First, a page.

Samsung R540: Poor Battery Life Undercuts Powerful Processors and a Blu-ray Drive
By Zack Stern
At a Glance
Blu-ray drive powers high-def movies
Speedy CPU and GPU can drive any application
Disappointing battery life
The quick processor and graphics chip performance only partly offset the mediocre screen and weak battery.
The Samsung R540 seems to target a demanding audience, since its CPU, GPU, and all-around performance can drive powerful applications and games. But a mediocre display, a weak battery, and a stingy allocation of ports keep it from hitting the mark. If you’re looking for a midrange PC, the R540 is still worth considering, but don’t expect a high-end system on the cheap.
For about $950 (as of September 20, 2010), the R540 delivers some impressive specs, including a 2.4GHz Intel Core i5 450M processor, an AMD Mobility Radeon HD 5450 GPU with 1GB of RAM, 4GB of system RAM, and a 400GB hard drive. The R540 scored a respectable 107 on our WorldBench 6 benchmark test suite, and fared well in real-world performance testing. From productivity software to demanding games, it can keep up with any program.
Regrettably, you won’t be able to enjoy the R540 away from an outlet for long; The laptop lasted only 2 hours, 27 minutes in our battery test–a weak showing, but not sufficiently dismal to negate the machine’s virtues entirely.
The input devices feel good in a plain, understated way. The keyboard comes with a full number pad and no other extras. (I prefer this arrangement to laptops that are littered with special buttons.) Keys feel snappy enough for typing, and the matte texture beats too-stylish competitors that overlook substance in pursuit of slickness.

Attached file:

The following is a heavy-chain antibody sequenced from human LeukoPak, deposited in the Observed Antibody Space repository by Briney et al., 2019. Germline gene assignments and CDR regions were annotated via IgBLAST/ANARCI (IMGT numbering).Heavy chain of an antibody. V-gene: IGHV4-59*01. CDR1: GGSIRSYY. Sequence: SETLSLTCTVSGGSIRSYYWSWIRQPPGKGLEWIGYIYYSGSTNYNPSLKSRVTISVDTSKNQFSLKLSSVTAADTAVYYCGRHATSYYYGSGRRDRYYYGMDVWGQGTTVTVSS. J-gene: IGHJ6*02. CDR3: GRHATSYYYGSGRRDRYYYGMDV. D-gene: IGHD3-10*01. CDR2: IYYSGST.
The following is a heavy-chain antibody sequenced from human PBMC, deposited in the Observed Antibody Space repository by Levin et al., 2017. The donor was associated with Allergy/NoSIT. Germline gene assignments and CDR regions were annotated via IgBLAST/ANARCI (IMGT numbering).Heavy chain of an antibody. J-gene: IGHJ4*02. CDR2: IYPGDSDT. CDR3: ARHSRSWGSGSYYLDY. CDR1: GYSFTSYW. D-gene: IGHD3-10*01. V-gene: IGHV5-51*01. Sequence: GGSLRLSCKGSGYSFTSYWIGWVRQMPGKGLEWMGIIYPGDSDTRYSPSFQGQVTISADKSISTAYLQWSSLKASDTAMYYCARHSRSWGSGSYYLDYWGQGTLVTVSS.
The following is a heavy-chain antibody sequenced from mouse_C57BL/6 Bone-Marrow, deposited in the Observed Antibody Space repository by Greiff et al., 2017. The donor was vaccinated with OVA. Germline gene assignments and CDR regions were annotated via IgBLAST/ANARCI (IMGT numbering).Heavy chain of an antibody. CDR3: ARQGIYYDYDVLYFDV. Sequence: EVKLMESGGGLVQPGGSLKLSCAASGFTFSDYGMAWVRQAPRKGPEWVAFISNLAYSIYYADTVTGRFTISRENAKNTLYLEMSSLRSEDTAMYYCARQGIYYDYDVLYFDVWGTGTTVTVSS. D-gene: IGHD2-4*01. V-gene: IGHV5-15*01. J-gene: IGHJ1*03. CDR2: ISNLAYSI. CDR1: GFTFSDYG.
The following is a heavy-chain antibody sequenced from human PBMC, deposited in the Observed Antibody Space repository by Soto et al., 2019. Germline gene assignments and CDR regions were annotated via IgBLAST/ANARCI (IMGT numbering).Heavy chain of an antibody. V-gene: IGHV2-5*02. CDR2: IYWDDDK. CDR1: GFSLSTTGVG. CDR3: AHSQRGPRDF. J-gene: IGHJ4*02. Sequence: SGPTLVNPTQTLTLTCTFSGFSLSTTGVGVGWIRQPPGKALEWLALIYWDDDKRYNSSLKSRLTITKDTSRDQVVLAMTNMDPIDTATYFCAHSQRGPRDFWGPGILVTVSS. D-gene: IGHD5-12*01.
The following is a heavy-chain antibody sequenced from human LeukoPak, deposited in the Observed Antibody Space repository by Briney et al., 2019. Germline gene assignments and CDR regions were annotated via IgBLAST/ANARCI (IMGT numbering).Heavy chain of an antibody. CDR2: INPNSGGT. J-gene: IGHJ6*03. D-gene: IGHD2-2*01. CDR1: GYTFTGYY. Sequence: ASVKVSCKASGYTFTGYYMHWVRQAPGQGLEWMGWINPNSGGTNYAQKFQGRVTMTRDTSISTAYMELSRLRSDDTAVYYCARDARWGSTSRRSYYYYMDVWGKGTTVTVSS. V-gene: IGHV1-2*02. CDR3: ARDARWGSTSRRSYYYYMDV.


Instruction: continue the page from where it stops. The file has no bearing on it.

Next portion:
The touchpad sits slightly below the surface of the wrist-rest, so you can feel when you’ve moved off the active surface, without having to look down. Pointing feels responsive, and you get separate buttons for right- and left-clicks. In addition, you can click the entire button surface, beating competitors’ see-saw designs that require you to push on the ends.
The big, 15.6-inch glossy screen doesn’t quite have enough resolution, at 1366 by 768 pixels. Another drawback: The screen’s contrast and saturation trail off if you reduce its brightness. Though the brightest setting may strain your eyes, colors lack commitment if you turn it down.
The adequate speakers favor high tones. Wide-ranging audio gets scrunched together, yielding extra treble and no bass. Compared to competing machines, the laptop offers average sound–but the bar for portable audio is quite low.
The combination Blu-ray player and DVD burner is the system’s stand-out extra feature. Students on the prowl for a multimedia laptop might like this feature enough to overlook the average speakers and sound. CyberLink movie-playing and -creating software controls the hardware intelligently.
The R540 strictly rations its ports and connections. At least it covers the crucial basics: HDMI, VGA, three USB 2.0 ports, audio-in and -out, and b/g/n Wi-Fi–but no eSATA or FireWire. The Webcam with mic can capture clips or handle videoconferencing, and a flash-memory reader lets you import pictures. But you’re limited to 100Base-T Ethernet, not gigabit.
Though the R540 has the processor specs and Blu-ray drive of a multimedia powerhouse, its average-looking screen, indifferent audio, and weak battery life prevent the R540 from achieving greatness.
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